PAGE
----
The romance of Australian cricket: the view from the subcontinent

Umer Rana Roar Rookie

By Umer Rana, Umer Rana is a Roar Rookie

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11 Have your say

    We are only days away from the Boxing Day Test between the Australian and the Sri Lankan cricket teams on the great MCG. The down under summer is about to throw us its best: the Boxing Day and New Year’s Tests.

    Ever since Kerry Packer’s World Series, cricket in Australia has meant something extra to cricket lovers all over the world. Possibly ODI cricket in Australia may have diminshed in popularity due to 20-over cricket, but there are still many fascinating things about cricket in Australia which make it very special, and a treat for cricket lovers all over the world.

    The wonderful grounds make cricket a spectacle to relish, even on TV screens. The huge lush green outfields with seagulls hovering around hint at Australia’s natural beauty. A gull flying to avoid the ball is a joyous sight.

    The huge modern stadiums of the MCG (Melbourne Cricket Ground), WACA (Western Australia Cricket Association Ground) and ‘Gabba (Brisbane Cricket Ground, Woolloongabba) alongside the antique history of the SCG (Sydney Cricket Ground) and Adelaide Oval, are a nice blend of new and old. The southern hemisphere timing makes cricket in Australia a unique experience for fans in Pakistan. Play starts very early in the morning, and experiencing top-class international cricket on a chilly early winter morning in Pakistan is simply matchless.

    There is no better sight in cricket than a fast bowler charging in, hitting the deck hard and making the ‘keeper take the ball with his gloved hands flung well over his head. That spicy pace and bounce offered by Australian wickets is a sight for sore (subcontinental) eyes, so used to watching poor pacers bowl on docile pitches referred to as fast bowler graveyards.

    Even medium pacers hitting goodish lengths in Australia become hostile, especially for subcontinental batsmen who may struggle with this pace and bounce. It is truly a spectacle for the fans to witness.

    Another key feature of cricket in Australia is the variety in the wickets throughout the country. Almost everyone gets a chance to have his say at some point during the Australian summer. It all starts at the GABBA in Brisbane; don’t the fast bowlers just lick their lips in anticipation looking at that pitch? The ball flies after hitting the deck. It is one of the quickest and bounciest wickets around the world.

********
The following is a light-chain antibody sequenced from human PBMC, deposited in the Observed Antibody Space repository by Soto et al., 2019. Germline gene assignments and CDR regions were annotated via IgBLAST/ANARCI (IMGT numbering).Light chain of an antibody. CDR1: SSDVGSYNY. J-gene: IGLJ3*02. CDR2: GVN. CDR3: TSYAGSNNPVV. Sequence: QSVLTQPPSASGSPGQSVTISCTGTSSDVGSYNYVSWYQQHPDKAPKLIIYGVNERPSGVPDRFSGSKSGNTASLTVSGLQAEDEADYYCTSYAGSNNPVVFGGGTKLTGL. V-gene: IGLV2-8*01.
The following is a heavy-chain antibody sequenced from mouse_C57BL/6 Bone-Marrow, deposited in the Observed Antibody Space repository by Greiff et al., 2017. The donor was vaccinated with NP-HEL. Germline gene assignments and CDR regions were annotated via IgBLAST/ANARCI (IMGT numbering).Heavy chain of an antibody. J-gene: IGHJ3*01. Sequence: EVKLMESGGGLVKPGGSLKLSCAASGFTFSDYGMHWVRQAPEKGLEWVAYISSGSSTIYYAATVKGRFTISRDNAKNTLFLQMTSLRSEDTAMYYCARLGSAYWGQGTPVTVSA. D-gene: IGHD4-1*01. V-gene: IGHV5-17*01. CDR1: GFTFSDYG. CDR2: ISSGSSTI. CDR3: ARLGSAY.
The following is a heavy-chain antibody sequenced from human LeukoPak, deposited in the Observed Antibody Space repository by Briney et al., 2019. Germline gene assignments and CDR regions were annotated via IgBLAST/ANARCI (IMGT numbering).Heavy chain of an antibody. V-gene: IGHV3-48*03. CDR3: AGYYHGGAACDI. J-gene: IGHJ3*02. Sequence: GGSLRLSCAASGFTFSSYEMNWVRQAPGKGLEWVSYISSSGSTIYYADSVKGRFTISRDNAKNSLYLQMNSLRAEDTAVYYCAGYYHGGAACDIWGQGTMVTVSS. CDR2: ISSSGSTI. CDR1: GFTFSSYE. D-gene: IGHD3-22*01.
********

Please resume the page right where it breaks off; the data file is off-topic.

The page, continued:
Then, moving to Adelaide Oval, we see the batsmen rule. A paradise, where even the subcontinental batsmen score in tons. South to the Bellerive Oval, Hobart, one finds a good true wicket for stroke play but not as flat as the Adelaide Oval. Moving to the western shores of Australia, the WACA wicket in Perth quickens the pacers’ heartbeats. The WACA has the quickest and the bounciest wicket of the cricketing world without a shadow of doubt. Once Sabina Park, Kingston, used to match it, but times have changed.

    The glorious MCG starts off as a good batting track but later shapes into a turning one.

    At the historic SCG, the tweakers have their say. Over the years Shane Warne warmed the hearts of millions with his extravagant leg-spinners and bamboozling flippers both at the MCG and SCG.

    The expert commentary team of Channel 9 is one of the prime reasons for my special love of cricket in Australia. The tireless passion and exuberance of Tony Greig and Bill Lawry at every boundary and fall of wicket adds a lot to the enjoyment of the match.

    The witty analysis of two of the greatest captains of all times, Mark Taylor and Ian Chappell always makes it an intriguing watch. Taylor and Chappell combined offer comments on captaincy that no academy or coach can teach.

    Then we have that ageless wonder, Richie Benaud, who keeps thrilling season after season. The chirpiness of Ian Healy and Mark Slater accompanies the flamboyance of Mark Nicholas, the icing on the cake. I doubt that anyone could assemble a better commentary team than this legendary group.

    Over the years, the tri-nation World Series has been the hallmark of cricket in Australia. It produced some of the greatest moments of ODI cricket. A solid streak of games presented a fine opportunity to the touring team to show its mettle, and every side in the world got that chance after a few years. May I lament that the World Series, which had a history of 30 years, was abandoned by Cricket Australia in 2008. Last year it was put together once more, but disappointingly it was a one-off event, and won’t be conducted on a regular basis.

    I missed talking about the great Australian fighting spirit and their never-say die-attitude, which has increased my romance with Australian cricket even more. Australia being a great sporting nation imparts an attitude as tough as old boots to its cricketers. In the end, it all comes down to the contest, the primary charm.

    In the subcontinent, batting often prevails. In Australia, the battle between bat and ball is beautiful.

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